4 Dos and Don’ts of Helping a Friend Face Hardship

hardship

I know I’m not the only one who has faced a heart-wrenching, life-altering announcement in my life. In fact, at this very moment, a friend sits in a waiting room aching to be mildly comforted by a muddle of confusing options in response to her husband’s recent heart attack.

Since we are talking about life’s storms this month on the blog, of course you know that my friend and I are not the only ones who’ve warmed those cold, cracked seats, huddled under blankets to keep our hearts from beating out of our chests during the grueling hours on opposite sides of life-or-death Operating Room doors.  We are not the only ones who’ve questioned God, “Me? Our family? Are you sure? Because I’d rather not do this…but I will if this is Your way.” (See Matthew 26.)

One thing is certain: today you either find yourself as the one needing support or you are that someone’s friend, holding elbows to keep her on her feet through rickety, slippery steps; brushing back ragged hair from tear-stained eyes; and grasping white-knuckled fingers while she answers the doctor’s phone call with the other hand.

If you are a friend supporting someone who is suffering, you are important! Your friend needs you now more than ever! Here are four tips to help you help your friend in these difficult days.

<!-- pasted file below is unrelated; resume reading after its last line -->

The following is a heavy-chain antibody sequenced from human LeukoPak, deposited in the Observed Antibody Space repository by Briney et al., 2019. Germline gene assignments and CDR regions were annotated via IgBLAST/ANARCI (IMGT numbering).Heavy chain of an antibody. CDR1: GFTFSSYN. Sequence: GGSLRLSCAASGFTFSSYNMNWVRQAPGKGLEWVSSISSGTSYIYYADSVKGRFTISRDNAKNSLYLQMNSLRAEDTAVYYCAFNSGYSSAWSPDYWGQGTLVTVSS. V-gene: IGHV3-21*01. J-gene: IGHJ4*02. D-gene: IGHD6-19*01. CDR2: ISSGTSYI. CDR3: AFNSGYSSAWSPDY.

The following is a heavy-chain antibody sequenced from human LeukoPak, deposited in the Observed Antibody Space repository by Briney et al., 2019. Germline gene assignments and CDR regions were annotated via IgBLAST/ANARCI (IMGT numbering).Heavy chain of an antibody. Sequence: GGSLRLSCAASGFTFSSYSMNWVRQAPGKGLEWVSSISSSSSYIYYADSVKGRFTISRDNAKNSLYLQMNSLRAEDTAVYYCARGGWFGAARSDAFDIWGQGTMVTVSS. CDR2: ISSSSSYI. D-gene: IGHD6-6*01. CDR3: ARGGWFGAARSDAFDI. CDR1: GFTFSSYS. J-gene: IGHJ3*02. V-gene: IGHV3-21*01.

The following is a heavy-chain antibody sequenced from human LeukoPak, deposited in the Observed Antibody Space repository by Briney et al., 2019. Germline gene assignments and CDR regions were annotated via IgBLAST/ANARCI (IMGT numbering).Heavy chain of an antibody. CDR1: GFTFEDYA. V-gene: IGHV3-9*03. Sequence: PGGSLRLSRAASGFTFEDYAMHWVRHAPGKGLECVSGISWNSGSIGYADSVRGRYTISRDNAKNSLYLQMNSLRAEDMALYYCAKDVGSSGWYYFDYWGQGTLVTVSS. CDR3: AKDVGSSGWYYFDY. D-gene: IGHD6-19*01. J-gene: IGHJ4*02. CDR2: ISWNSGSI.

1.Be there.Don’t think that it’s someone else’s job or assume your friend’s mom, sister, coworker, neighbor, Bible study leader, etc. will be there. They very well might be! But that doesn’t mean that you are not needed too. If someone close to you in your life is going through intense difficulty, vow to be present with them. Be willing to get into the mess that she may feel. Suffering isn’t contagious, but it’s much lighter shared.

2. Know when to be silent. Know when to speak.  When you are present at your friend’s side, when you step into that ICU room, when you wait in the hospital lobby, say everything you want to say before you get there and only to yourself. Some people, afraid to say the wrong thing regarding the incidence, talk about the weather or the traffic or whatever. Even dry, unrelated conversation isn’t helpful. Silence can often bring the firmest presence and the loudest message. Remember that these are sacred, fragile times you’re sharing with your loved one. No need to ruin the time with your story of your secretary’s cousin’s brother who faced something sort of similar that one time… And besides, when your friend is ready to talk you’ll already be listening.

There is also a time to speak. When you pass each other at church or run into each other at the store, don’t ignore her out of uncertainty. I know it can feel awkward, not wanting to say the wrong thing, but say something. Let your friend know that you are aware of the struggle she’s in. A simple, “I’m sorry” or “Our family has been praying,” reminds her that she’s walking this hard road loved well by a community of other believers.